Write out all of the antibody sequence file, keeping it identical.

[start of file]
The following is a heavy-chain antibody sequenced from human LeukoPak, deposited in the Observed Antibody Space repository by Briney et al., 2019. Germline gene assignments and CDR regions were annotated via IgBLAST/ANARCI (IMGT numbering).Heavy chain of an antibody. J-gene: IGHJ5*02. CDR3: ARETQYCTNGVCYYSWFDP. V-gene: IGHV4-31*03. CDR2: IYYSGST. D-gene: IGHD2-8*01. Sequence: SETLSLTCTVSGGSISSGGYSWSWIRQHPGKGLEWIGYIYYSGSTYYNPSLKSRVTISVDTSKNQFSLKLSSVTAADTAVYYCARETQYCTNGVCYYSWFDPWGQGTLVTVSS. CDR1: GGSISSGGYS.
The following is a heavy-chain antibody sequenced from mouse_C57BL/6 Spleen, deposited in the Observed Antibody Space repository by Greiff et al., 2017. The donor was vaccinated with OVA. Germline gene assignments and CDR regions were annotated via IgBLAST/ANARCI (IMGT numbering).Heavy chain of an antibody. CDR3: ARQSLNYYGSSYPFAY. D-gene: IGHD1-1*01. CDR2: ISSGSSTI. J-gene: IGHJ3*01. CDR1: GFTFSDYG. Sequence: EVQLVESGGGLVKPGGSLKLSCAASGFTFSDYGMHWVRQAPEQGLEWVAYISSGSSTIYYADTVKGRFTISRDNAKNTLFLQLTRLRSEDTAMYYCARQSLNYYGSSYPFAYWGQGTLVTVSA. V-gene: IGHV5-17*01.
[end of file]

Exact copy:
The following is a heavy-chain antibody sequenced from human LeukoPak, deposited in the Observed Antibody Space repository by Briney et al., 2019. Germline gene assignments and CDR regions were annotated via IgBLAST/ANARCI (IMGT numbering).Heavy chain of an antibody. J-gene: IGHJ5*02. CDR3: ARETQYCTNGVCYYSWFDP. V-gene: IGHV4-31*03. CDR2: IYYSGST. D-gene: IGHD2-8*01. Sequence: SETLSLTCTVSGGSISSGGYSWSWIRQHPGKGLEWIGYIYYSGSTYYNPSLKSRVTISVDTSKNQFSLKLSSVTAADTAVYYCARETQYCTNGVCYYSWFDPWGQGTLVTVSS. CDR1: GGSISSGGYS.
The following is a heavy-chain antibody sequenced from mouse_C57BL/6 Spleen, deposited in the Observed Antibody Space repository by Greiff et al., 2017. The donor was vaccinated with OVA. Germline gene assignments and CDR regions were annotated via IgBLAST/ANARCI (IMGT numbering).Heavy chain of an antibody. CDR3: ARQSLNYYGSSYPFAY. D-gene: IGHD1-1*01. CDR2: ISSGSSTI. J-gene: IGHJ3*01. CDR1: GFTFSDYG. Sequence: EVQLVESGGGLVKPGGSLKLSCAASGFTFSDYGMHWVRQAPEQGLEWVAYISSGSSTIYYADTVKGRFTISRDNAKNTLFLQLTRLRSEDTAMYYCARQSLNYYGSSYPFAYWGQGTLVTVSA. V-gene: IGHV5-17*01.